"What's happening is that users who do not leave their browser open for 12 hours...will never see the major update dialog, only a little notification slider," said Mike Beltzner, Mozilla's director of Firefox, in a December comment. "We need to fix this immediately on all branches. Added bonus: we're about to goose our Firefox 3.5 numbers!"
In addition to the update bug, the latest release fixes a "common stability issue" that was causing Firefox to crash.
I'll preface: not that kind of hardcore file management. And I'll promise: I will do my best to not make some kind of witty reflection about how it's the new year, and you should really use this time to finish that big resolution of getting your computer's file system all tidy and organized, et cetera. Only, I just said that. And that's exactly what this first Freeware Files of the 2010 is about. Enclosed within the bits and bytes of this post are five killer applications that are designed to help out your cluttered, aging file system by hunting down junk, helping you organize, and giving you new ways to tackle issues that bugged you in 2009.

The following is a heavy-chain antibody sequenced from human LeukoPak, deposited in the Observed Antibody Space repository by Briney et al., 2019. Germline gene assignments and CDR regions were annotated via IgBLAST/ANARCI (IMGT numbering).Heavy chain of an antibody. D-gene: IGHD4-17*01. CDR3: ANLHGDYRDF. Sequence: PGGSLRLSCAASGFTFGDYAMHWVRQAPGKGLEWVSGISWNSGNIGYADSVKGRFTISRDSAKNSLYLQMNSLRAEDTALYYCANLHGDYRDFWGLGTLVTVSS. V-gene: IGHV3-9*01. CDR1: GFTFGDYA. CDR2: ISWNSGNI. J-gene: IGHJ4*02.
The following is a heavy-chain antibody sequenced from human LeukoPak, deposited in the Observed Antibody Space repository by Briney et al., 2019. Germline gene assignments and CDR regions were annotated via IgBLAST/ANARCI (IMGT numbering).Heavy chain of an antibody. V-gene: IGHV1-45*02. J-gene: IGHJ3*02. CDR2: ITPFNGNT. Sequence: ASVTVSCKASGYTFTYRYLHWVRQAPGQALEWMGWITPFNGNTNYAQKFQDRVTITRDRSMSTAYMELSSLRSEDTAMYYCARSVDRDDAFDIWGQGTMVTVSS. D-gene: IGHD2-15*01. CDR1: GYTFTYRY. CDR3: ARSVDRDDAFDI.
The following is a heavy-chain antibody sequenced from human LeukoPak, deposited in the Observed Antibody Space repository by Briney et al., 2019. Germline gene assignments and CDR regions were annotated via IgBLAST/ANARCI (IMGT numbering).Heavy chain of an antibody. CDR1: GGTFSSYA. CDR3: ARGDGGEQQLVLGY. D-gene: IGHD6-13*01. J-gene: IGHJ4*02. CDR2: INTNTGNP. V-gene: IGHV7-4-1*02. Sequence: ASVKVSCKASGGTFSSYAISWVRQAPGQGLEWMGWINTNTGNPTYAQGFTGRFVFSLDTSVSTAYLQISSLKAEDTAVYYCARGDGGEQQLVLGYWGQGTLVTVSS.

There's no freeware app that's going to get me to stop with this extended metaphor, unfortunately. But don't let that keep you away from the helpful programs found within the bowels of this very post. Need an app that better manages your Windows 7 libraries? Got it. Need a way to recover deleted files from a USB key? Fear not. Want to catalog and delete the duplicate files taking up unnecessary space on your system? Get ready to itch that trigger finger.
Those are but mere snippets of the full assortment of apps in this week's roundup. If frustrating file issues and a steadily decreasing amount of hard drive space makes you mad, then angrily click the jump with all your might--solutions are but mere moments away!